Goodbye, 2010s: The 20 books that made my decade

It’s hard to believe that we will be saying goodbye to another decade next week, but here we are!

As I sit here thinking back to the books that changed me, my brain did some kind of ping…or boink! I’ve read so many books of all genres and fell more in love with literature (if that was possible!).

In 2014, I earned a Bachelor’s degree in journalism and English, and since 2017, I’ve been working towards earning a Master’s in English, currently spending my “spare time” writing my master’s thesis. The final countdown, or so they say!

I’ve read a lot of books during my academic career—from memoirs to fiction to scholarly articles and theory, I’ve achieved a higher level of awareness about the impact that literature makes on society, and I’m excited to share my work with the world in the future.

Anyways, to the fun part. I wanted to share books that shaped me, made me feel all the feels.

Here they are, in no particular order.

To Kill a Mockingbird by Harper Lee
This book changed my perception of race, class, and justice at a very young age. It’s a book I’ve read three times since high school and will continue to press as a book that everyone should read.

Coraline by Neil Gaiman
Oh, Coraline. Need I say more? Coraline, despite being a dark, spooky book, has helped me when I am in dark moments. Her bravery and cunning strength have inspired me since I was a little girl. She almost made it into my thesis, but I know we will meet again in the academic realm real soon.

The Forgotten Garden by Kate Morton
This is one of those books that I read a few years ago that really made an impact. I love the blend of historical fiction with the fantastic. It was a magical book that made me smile and cry and there’s really nothing else to it!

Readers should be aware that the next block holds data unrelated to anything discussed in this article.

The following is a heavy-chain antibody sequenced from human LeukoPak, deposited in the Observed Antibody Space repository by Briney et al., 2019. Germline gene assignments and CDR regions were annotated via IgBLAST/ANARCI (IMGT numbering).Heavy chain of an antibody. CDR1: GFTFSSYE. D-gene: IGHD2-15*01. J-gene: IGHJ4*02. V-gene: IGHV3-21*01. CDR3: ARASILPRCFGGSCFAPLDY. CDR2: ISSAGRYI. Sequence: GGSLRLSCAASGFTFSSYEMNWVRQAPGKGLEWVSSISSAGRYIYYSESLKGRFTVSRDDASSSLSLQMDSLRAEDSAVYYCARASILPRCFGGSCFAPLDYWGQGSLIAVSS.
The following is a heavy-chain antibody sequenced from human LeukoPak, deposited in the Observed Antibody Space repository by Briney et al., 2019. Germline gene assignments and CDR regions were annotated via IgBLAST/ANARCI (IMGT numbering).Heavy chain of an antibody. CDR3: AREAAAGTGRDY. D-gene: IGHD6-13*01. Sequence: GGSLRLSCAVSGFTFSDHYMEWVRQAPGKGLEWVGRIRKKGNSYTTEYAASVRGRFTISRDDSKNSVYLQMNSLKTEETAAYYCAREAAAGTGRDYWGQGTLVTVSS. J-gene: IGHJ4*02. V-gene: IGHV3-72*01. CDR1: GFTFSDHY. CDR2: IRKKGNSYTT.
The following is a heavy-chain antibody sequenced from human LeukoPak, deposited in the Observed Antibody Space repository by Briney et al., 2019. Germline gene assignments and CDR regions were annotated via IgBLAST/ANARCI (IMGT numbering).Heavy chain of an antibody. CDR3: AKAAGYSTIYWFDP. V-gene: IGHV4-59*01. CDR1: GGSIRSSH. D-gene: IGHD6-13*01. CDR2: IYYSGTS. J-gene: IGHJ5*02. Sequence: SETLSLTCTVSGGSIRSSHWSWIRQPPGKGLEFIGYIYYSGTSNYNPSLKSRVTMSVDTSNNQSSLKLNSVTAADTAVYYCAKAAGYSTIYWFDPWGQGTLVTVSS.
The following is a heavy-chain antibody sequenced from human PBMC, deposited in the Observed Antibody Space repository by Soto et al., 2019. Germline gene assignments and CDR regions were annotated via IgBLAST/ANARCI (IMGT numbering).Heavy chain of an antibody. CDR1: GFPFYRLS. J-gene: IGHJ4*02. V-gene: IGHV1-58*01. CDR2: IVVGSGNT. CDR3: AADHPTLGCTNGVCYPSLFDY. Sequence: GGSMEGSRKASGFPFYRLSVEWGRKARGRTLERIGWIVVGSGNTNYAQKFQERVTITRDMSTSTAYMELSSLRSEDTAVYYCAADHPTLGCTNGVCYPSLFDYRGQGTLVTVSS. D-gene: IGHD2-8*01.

The Bell Jar by Sylvia Plath
Mental health, and specifically, how women who struggle with mental illness are treated, has been a topic of fascination to me for some time. I read The Bell Jar for the second time in college, and I’m glad I did and was able to appreciate it more. This book was phenomenal, and I’m glad I get to study it more as I work on a scholarly article this winter.

Things Fall Apart by Chinua Achebe
This is an important book to fully understand pre- and post-colonialism, cultural difference, masculinity, tradition, and much more. This book is insightful and offered so much opportunity to learn about a world that is entirely different from our own. Perspective, people. Perspective.

The Handmaids Tale by Margaret Atwood
Speaking of perspective. This book, as the kids say, “shook me.” As a person who never got into the TV show, Atwood’s dystopian novel offers insight into a world that no one ever wants to see. The book explores a totalitarian world where women are subjugated, but they resist and work to establish independence. I actually need to reread this one this year.

Little Women by Louisa May Alcott
For those who know me outside of the blogosphere, I have trouble shutting up about Little Women. This is my favorite book of all time. Jo March is my favorite literary woman of all time. She also makes an appearance in my thesis as the OG tomboy, the one who really set the standards for a young girl to achieve her dreams. This story is beautiful. I love it so much.

Water for Elephants by Sara Gruen